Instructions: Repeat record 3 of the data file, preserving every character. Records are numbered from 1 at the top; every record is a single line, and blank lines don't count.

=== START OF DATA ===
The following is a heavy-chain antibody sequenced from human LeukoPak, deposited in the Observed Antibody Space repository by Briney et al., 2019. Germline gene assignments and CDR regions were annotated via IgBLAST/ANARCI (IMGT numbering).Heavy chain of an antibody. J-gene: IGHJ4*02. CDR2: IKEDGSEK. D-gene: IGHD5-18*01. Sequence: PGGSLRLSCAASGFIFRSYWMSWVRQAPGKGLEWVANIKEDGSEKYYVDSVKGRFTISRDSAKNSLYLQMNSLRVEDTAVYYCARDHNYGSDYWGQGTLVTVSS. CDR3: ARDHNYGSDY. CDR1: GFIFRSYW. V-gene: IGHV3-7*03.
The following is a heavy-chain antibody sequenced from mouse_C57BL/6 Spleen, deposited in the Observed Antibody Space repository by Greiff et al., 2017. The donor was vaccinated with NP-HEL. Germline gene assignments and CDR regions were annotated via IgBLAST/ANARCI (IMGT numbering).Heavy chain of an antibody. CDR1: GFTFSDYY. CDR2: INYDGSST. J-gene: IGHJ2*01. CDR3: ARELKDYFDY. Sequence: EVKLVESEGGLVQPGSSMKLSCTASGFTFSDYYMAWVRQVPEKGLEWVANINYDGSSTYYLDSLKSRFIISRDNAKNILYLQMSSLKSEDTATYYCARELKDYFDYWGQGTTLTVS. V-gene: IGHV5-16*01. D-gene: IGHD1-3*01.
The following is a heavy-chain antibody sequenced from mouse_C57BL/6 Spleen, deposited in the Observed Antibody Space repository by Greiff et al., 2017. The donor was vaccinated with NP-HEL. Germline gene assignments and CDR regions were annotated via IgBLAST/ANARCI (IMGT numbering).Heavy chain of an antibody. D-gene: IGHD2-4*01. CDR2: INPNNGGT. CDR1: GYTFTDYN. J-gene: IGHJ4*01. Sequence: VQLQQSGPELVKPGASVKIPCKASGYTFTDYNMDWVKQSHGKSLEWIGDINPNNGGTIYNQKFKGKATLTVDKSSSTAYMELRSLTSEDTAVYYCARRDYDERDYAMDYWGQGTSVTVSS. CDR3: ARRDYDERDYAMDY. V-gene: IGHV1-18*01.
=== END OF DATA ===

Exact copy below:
The following is a heavy-chain antibody sequenced from mouse_C57BL/6 Spleen, deposited in the Observed Antibody Space repository by Greiff et al., 2017. The donor was vaccinated with NP-HEL. Germline gene assignments and CDR regions were annotated via IgBLAST/ANARCI (IMGT numbering).Heavy chain of an antibody. D-gene: IGHD2-4*01. CDR2: INPNNGGT. CDR1: GYTFTDYN. J-gene: IGHJ4*01. Sequence: VQLQQSGPELVKPGASVKIPCKASGYTFTDYNMDWVKQSHGKSLEWIGDINPNNGGTIYNQKFKGKATLTVDKSSSTAYMELRSLTSEDTAVYYCARRDYDERDYAMDYWGQGTSVTVSS. CDR3: ARRDYDERDYAMDY. V-gene: IGHV1-18*01.